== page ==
Thursday, October 2, 2014

The Voice Of A Red Rose

One warm and sunny day, a man stood before a garden of red roses.

"They all look so pretty," he proclaimed. "But they are all the same," he added as he started to walk away.

"I'm not the same," said a little high pitched voice. And as the man turned back to the red roses, he saw one of them swaying, despite there being no breeze.

"Who are you," he asked. And the red rose replied, "I'm Evelyn. And I'm different."

"You are different," said the man, "Because you can speak."

"But that's not what makes me different," answered Evelyn. "I'm different because my petals are unique to me. No other rose has this mix of red colors and no other rose has my alignment of petals and no other rose can sway as I do."

The man stared at Evelyn and realized what she said is true. She is unique.

Just then another voice arose. "I'm not the same," it said. "I'm Leila, and no other red rose stands as tall and upright as I do. And no other rose in this garden has lived as long."

And then another voice spoke up. "I'm Charlie," it said. "And no other rose has my scent or can attract so many butterflies."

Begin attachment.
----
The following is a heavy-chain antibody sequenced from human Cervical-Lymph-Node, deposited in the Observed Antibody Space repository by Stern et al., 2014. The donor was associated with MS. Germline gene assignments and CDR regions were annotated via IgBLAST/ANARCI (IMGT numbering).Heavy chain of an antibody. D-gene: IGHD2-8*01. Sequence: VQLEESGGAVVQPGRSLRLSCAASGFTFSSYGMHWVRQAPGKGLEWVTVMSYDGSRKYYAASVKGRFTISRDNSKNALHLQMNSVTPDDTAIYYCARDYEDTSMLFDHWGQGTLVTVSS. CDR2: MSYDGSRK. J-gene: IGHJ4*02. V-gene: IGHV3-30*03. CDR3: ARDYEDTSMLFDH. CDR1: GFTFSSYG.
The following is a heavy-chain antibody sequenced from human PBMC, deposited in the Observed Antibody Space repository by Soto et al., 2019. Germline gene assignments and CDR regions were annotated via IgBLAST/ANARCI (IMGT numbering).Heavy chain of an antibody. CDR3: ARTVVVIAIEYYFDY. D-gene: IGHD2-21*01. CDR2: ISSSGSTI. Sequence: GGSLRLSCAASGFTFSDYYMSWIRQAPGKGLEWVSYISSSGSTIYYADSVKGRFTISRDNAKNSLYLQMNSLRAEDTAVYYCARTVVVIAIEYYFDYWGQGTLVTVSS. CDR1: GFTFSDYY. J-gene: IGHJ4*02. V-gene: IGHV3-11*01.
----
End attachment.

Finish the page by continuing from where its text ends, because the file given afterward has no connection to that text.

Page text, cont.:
The man was amazed. For only a few moments before, what he thought was but a sea of red roses, none different from one another, was in fact a large collective of individual red roses, each unique.

Then he thought of humanity and himself. "Are we not as people, each unique? Are we not all longing to have others discover in us what makes us each unique? Are we not in the process of discovering that in ourselves?"

The man knelt down in front of the red roses and caressed each one individually and he said what he would now say to people he he would get to know, "Thank you for being you. I appreciate the beauty that is you. You are special and unique in all the world."

Author Unknown

This inspired piece and edits were received on 10/2/14 at 11:55 am and it was in part inspired by a different flower story told on YouTube by renowned speaker, author and professor Leo a Buscaglia (1924 - 1998). Print Friendly and PDF

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